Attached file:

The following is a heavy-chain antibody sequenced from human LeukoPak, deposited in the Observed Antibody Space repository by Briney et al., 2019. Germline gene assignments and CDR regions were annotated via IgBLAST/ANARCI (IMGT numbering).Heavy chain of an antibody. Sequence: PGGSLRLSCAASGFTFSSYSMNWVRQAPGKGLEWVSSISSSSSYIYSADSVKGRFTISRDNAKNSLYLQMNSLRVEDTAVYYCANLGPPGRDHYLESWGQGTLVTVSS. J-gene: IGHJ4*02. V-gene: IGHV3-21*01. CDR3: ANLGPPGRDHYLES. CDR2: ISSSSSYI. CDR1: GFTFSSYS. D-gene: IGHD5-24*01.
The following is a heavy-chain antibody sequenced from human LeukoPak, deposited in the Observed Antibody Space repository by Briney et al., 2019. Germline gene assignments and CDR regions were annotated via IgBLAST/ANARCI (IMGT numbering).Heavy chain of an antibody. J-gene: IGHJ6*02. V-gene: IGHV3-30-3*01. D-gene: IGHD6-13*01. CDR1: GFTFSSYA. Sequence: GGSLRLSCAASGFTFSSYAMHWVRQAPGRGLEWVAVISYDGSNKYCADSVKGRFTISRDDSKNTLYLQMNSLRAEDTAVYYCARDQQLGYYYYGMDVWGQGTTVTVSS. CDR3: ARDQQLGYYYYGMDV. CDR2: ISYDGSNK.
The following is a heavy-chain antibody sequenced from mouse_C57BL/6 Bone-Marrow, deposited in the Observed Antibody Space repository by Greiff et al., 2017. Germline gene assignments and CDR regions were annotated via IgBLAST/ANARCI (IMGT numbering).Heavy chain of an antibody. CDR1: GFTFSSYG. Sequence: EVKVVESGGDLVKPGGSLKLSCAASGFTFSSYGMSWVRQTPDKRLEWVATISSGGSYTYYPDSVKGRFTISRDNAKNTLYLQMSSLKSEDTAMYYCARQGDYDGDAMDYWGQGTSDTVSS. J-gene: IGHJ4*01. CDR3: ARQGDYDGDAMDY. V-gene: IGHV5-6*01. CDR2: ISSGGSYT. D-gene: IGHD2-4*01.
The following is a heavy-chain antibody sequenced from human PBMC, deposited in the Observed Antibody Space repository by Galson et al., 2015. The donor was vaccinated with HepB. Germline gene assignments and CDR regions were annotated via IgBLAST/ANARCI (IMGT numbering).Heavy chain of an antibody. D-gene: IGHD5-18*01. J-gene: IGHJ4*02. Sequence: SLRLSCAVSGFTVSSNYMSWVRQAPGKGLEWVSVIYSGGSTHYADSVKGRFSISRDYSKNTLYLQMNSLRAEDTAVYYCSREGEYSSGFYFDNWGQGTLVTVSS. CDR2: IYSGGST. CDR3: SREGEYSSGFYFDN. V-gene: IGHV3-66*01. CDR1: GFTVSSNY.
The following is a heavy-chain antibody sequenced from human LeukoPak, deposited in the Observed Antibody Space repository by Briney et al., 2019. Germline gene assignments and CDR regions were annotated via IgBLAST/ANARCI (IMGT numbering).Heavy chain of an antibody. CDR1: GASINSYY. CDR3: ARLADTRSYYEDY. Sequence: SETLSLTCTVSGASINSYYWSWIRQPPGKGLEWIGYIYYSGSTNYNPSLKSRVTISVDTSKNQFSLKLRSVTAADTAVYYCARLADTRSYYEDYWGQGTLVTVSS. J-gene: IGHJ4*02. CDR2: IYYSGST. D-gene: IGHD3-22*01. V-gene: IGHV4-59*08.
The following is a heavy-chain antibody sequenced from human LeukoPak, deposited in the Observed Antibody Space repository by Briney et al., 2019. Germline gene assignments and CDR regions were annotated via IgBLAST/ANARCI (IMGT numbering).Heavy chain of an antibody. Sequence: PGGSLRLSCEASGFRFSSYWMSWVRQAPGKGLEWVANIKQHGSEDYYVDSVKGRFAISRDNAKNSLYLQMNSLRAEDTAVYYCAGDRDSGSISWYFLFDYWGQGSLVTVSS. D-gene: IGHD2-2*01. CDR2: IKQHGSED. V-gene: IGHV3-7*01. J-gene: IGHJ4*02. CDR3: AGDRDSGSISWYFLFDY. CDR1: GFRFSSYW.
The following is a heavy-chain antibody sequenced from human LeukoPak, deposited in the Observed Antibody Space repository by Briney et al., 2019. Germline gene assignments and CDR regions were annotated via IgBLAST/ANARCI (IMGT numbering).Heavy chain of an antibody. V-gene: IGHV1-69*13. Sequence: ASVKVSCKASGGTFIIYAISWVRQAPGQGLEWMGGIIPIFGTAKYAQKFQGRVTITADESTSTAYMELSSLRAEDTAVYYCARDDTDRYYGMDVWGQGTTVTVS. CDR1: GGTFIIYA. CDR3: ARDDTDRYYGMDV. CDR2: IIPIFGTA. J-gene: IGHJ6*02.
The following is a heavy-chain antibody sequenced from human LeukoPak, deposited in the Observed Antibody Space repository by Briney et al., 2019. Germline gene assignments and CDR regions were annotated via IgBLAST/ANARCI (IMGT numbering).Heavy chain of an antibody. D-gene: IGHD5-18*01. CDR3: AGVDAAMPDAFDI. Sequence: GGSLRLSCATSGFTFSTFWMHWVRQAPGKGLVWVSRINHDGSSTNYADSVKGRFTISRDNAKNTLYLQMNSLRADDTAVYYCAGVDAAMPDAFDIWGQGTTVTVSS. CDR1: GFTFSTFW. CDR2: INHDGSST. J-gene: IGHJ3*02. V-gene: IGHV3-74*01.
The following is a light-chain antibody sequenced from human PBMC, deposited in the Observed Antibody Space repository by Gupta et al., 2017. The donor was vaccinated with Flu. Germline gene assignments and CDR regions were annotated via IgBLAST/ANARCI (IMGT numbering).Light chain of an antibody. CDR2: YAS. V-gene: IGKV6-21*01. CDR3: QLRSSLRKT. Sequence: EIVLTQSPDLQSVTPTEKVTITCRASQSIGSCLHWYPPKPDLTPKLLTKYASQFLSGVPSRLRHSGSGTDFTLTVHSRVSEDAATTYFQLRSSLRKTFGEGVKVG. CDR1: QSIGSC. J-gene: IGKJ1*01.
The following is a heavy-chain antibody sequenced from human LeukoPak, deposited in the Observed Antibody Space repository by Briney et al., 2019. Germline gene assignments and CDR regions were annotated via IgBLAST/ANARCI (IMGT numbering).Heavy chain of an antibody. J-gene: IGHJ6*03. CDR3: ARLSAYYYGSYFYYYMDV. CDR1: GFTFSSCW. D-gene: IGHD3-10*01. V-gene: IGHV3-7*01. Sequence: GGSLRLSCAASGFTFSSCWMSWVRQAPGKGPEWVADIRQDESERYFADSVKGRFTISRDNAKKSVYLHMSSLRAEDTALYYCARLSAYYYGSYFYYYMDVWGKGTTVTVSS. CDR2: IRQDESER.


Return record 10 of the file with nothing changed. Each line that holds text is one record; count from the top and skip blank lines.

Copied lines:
The following is a heavy-chain antibody sequenced from human LeukoPak, deposited in the Observed Antibody Space repository by Briney et al., 2019. Germline gene assignments and CDR regions were annotated via IgBLAST/ANARCI (IMGT numbering).Heavy chain of an antibody. J-gene: IGHJ6*03. CDR3: ARLSAYYYGSYFYYYMDV. CDR1: GFTFSSCW. D-gene: IGHD3-10*01. V-gene: IGHV3-7*01. Sequence: GGSLRLSCAASGFTFSSCWMSWVRQAPGKGPEWVADIRQDESERYFADSVKGRFTISRDNAKKSVYLHMSSLRAEDTALYYCARLSAYYYGSYFYYYMDVWGKGTTVTVSS. CDR2: IRQDESER.